Human immunodeficiency virus type1 (HIV-1) antigen was assayed in paired serum/cerebrospinal fluid (CSF) specimen from 85 adults and 58 children with acquired immunodeficiency syndrome and was compared with clinical neurological status. A quantitative comparison of HIV-1 antigen levels in matched serum and CSF specimens indicated that HIV-1 antigen expression in these compartments is independent and is correlated with acquired immunodeficiency syndrome dementia complex in adults and progressive encephalopathy in children. In a longitudinal study (n = 47), 16 patients tested positive for HIV-1 antigen in the CSF before (n = 2) or coincident (n = 14) with neurological deterioration. Six patients who tested positive for HIV-1 antigen in the CSF remained neurologically normal for a median duration of follow-up of 11 months. Six of 25 patients who tested negative for HIV-1 antigen in the CSF, subsequently showed neurological deterioration. These data indicate that HIV-1 antigen expression in the CSF is not useful in predicting neurological deterioration.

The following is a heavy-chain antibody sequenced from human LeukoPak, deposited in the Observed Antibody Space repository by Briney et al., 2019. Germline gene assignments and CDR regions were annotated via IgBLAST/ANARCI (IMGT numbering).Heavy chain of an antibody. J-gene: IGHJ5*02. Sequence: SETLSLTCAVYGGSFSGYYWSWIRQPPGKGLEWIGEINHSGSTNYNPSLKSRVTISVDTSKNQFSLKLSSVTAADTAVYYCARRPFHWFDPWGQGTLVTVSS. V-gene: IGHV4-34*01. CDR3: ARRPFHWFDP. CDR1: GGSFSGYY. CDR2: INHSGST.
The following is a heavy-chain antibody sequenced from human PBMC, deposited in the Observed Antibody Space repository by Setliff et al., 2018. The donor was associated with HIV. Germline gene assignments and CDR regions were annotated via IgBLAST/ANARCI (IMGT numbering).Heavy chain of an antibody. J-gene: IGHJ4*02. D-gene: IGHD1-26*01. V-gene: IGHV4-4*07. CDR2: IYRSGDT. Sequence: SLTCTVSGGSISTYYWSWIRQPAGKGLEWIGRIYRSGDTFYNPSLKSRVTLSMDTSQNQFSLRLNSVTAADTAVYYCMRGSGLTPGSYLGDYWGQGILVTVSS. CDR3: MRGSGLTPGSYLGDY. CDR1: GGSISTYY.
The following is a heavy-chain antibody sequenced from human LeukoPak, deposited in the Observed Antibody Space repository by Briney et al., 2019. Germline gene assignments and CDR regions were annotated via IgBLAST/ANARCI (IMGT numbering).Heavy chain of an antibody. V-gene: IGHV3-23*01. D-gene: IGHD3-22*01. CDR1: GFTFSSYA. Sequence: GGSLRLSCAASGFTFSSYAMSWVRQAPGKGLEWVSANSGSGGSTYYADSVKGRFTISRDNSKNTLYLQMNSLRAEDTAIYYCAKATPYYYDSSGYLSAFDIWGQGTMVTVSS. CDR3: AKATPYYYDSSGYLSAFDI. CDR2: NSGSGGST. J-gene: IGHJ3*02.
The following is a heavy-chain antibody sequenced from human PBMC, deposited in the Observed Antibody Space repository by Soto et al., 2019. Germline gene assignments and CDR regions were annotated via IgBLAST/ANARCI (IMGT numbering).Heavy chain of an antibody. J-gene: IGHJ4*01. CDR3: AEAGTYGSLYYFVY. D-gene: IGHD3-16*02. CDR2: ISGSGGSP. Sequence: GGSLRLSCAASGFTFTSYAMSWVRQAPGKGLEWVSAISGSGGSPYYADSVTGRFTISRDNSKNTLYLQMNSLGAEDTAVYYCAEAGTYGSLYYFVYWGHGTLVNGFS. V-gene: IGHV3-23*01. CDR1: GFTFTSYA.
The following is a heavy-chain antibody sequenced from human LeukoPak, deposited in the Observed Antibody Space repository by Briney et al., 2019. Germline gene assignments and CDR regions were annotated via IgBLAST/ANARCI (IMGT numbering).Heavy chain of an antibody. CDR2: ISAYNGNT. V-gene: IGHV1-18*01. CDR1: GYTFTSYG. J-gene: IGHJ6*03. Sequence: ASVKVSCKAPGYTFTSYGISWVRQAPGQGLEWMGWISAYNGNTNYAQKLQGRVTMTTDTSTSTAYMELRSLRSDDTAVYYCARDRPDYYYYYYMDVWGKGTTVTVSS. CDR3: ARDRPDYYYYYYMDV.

|Original language||English (US)|
|Number of pages||4|
|Journal||Archives of Neurology|
|State||Published - Mar 1989|
ASJC Scopus subject areas
- Arts and Humanities (miscellaneous)
- Clinical Neurology